The Temptation of Pragmatism
Have you ever felt completely helpless to regain control over your classroom using a biblically driven methodology? Concentrating on teaching children a biblical approach to a subject is easily sidelined when you are concentrating on keeping the students from erupting into a cacophony of chaos. Worse, you could end up teaching them an unbiblical approach to life if you deal with their sinful actions in pragmatic ways that are more consistent with secular psychology. Maybe your classroom is a model of discipline because you know plenty of practical methods to get students to behave. But, as you know, simply getting students to behave is not the end goal. The end goal is to disciple children to practice godliness because of their own inward desire to see God glorified (Titus 2:11–14).
Rewards Are Biblical
Let me be clear that I’m not opposed to rewarding students for a job well done. (When I was a teacher, I used a mystery box to reward my students.) Rewarding students can be done in a manner that is consistent with God’s practice of rewarding His children (1 Corinthians 3:14; 2 Timothy 4:8; James 1:12; 1 Peter 5:4). Pursuing the blessing of the reward is a legitimate motivation when that motivation is rooted in the ultimate desire to live in a pleasing manner because of your already-established relationship with God. Believers ought to be primarily motivated by the value of a loving personal relationship with God Himself (Philippians 3:8-11). The relationship is central. And so it should be in the classroom.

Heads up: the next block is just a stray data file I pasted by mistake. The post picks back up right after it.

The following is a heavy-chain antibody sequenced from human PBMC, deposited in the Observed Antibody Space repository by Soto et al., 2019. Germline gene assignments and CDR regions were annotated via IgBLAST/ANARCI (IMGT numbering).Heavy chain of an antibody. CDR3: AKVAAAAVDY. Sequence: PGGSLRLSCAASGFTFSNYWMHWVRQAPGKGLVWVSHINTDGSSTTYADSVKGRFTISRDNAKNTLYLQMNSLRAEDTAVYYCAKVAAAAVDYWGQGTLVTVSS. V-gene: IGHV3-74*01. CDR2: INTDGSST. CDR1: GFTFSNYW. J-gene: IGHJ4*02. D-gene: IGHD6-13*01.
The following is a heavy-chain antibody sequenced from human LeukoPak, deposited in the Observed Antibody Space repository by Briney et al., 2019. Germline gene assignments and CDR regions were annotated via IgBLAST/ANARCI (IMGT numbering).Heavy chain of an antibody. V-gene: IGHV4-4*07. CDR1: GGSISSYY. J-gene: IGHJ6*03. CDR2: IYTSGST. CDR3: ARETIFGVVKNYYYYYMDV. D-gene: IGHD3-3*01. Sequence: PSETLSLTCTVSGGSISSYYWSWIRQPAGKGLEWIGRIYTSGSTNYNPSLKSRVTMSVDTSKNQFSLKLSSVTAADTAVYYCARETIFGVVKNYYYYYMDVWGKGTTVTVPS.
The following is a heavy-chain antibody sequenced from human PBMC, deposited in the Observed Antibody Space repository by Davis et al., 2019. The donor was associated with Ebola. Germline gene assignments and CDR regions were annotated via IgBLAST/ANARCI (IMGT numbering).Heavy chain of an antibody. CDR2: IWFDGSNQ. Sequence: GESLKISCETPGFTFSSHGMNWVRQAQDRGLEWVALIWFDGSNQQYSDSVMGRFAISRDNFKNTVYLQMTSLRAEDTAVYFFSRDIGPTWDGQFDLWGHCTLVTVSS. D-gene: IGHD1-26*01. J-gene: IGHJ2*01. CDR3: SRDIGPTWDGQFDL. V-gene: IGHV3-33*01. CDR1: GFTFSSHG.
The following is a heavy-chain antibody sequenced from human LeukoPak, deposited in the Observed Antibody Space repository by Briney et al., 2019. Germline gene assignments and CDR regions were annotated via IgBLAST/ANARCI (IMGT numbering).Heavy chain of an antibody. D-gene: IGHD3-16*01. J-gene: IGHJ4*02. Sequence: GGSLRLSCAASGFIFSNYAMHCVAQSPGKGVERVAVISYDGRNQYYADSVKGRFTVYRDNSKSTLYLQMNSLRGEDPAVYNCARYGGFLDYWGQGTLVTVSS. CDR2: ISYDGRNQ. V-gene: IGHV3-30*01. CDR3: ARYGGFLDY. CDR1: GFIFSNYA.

The Biblical Foundation for Classroom Control
Classroom discipline must be founded on a proper relationship with God and others. Structure your practical methods to reinforce motives that are in line with the Great Commandment: love God and love others (Matthew 22:34-40). All God’s laws are simply descriptions of what it means to love God and others. When you formulate classroom rules, make sure to ground them in love for God and love for others. Communicate to your students how all of your classroom rules are meant to reflect a love for God and others. Help the students realize that their willingness or unwillingness to follow policies clearly reveals who and what they truly love. Use these classroom rules as an opportunity to teach your students the whole point of the Great Commandment. It’s impossible to keep God’s law perfectly. It’s constant evidence that they’re not naturally good (Matthew 19:16-22). They need to turn to Christ for forgiveness and the ability to live a transformed life under His redemptive rule (Colossians 1:13-14).
Put It into Practice
Be sure that love for God and others is the foundation for all of your classroom discipline. Begin the first few weeks by focusing on these truths. Plan blocks of time throughout the year to reinforce the relational obligation students have to God, to other students, and to you based on the Great Commandment. Your first and routine response to disobedience should be to immediately point them back to the Great Commandment. If you’ve already done the groundwork, a simple reference to this obligation ought to be a sufficient reminder. However, you may need to set aside time at some point in the day to address the heart with further discipleship. Even when you use practical methods or rewards, always keep the biblical truth at the forefront by explicitly mentioning it. Don’t be discouraged when they don’t seem to get it or care. Keep reminding them anyway what their true motivation ought to be.
What have you found helpful for encouraging your students to follow the Great Commandment?
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